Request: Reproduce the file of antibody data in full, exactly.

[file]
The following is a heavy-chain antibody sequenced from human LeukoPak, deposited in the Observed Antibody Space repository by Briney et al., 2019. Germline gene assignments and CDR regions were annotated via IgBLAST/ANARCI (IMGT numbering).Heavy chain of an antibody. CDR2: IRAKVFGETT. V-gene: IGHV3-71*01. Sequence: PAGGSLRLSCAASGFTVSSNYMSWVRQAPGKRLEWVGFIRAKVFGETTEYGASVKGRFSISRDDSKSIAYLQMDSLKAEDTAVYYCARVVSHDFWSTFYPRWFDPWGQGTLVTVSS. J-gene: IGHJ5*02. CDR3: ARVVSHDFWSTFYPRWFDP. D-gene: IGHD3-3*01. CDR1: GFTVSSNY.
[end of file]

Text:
The following is a heavy-chain antibody sequenced from human LeukoPak, deposited in the Observed Antibody Space repository by Briney et al., 2019. Germline gene assignments and CDR regions were annotated via IgBLAST/ANARCI (IMGT numbering).Heavy chain of an antibody. CDR2: IRAKVFGETT. V-gene: IGHV3-71*01. Sequence: PAGGSLRLSCAASGFTVSSNYMSWVRQAPGKRLEWVGFIRAKVFGETTEYGASVKGRFSISRDDSKSIAYLQMDSLKAEDTAVYYCARVVSHDFWSTFYPRWFDPWGQGTLVTVSS. J-gene: IGHJ5*02. CDR3: ARVVSHDFWSTFYPRWFDP. D-gene: IGHD3-3*01. CDR1: GFTVSSNY.